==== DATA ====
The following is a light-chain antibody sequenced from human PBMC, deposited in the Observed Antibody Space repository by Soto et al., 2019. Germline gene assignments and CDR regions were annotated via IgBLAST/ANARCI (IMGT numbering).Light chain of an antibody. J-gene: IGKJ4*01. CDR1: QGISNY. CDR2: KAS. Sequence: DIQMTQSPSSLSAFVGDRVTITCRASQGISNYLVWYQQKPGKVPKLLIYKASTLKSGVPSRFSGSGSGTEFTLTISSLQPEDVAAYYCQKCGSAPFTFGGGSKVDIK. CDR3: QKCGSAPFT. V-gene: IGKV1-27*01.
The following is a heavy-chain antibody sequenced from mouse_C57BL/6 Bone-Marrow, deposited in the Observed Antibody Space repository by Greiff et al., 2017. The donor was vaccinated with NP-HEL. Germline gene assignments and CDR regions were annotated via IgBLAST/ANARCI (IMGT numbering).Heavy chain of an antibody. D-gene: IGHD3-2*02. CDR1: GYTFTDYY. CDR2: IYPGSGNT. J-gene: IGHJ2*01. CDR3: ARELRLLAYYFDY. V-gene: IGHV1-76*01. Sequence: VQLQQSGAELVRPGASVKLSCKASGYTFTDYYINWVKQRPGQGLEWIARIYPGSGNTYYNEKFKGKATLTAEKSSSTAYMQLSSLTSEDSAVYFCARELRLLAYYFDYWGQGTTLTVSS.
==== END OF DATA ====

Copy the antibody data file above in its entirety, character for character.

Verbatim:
The following is a light-chain antibody sequenced from human PBMC, deposited in the Observed Antibody Space repository by Soto et al., 2019. Germline gene assignments and CDR regions were annotated via IgBLAST/ANARCI (IMGT numbering).Light chain of an antibody. J-gene: IGKJ4*01. CDR1: QGISNY. CDR2: KAS. Sequence: DIQMTQSPSSLSAFVGDRVTITCRASQGISNYLVWYQQKPGKVPKLLIYKASTLKSGVPSRFSGSGSGTEFTLTISSLQPEDVAAYYCQKCGSAPFTFGGGSKVDIK. CDR3: QKCGSAPFT. V-gene: IGKV1-27*01.
The following is a heavy-chain antibody sequenced from mouse_C57BL/6 Bone-Marrow, deposited in the Observed Antibody Space repository by Greiff et al., 2017. The donor was vaccinated with NP-HEL. Germline gene assignments and CDR regions were annotated via IgBLAST/ANARCI (IMGT numbering).Heavy chain of an antibody. D-gene: IGHD3-2*02. CDR1: GYTFTDYY. CDR2: IYPGSGNT. J-gene: IGHJ2*01. CDR3: ARELRLLAYYFDY. V-gene: IGHV1-76*01. Sequence: VQLQQSGAELVRPGASVKLSCKASGYTFTDYYINWVKQRPGQGLEWIARIYPGSGNTYYNEKFKGKATLTAEKSSSTAYMQLSSLTSEDSAVYFCARELRLLAYYFDYWGQGTTLTVSS.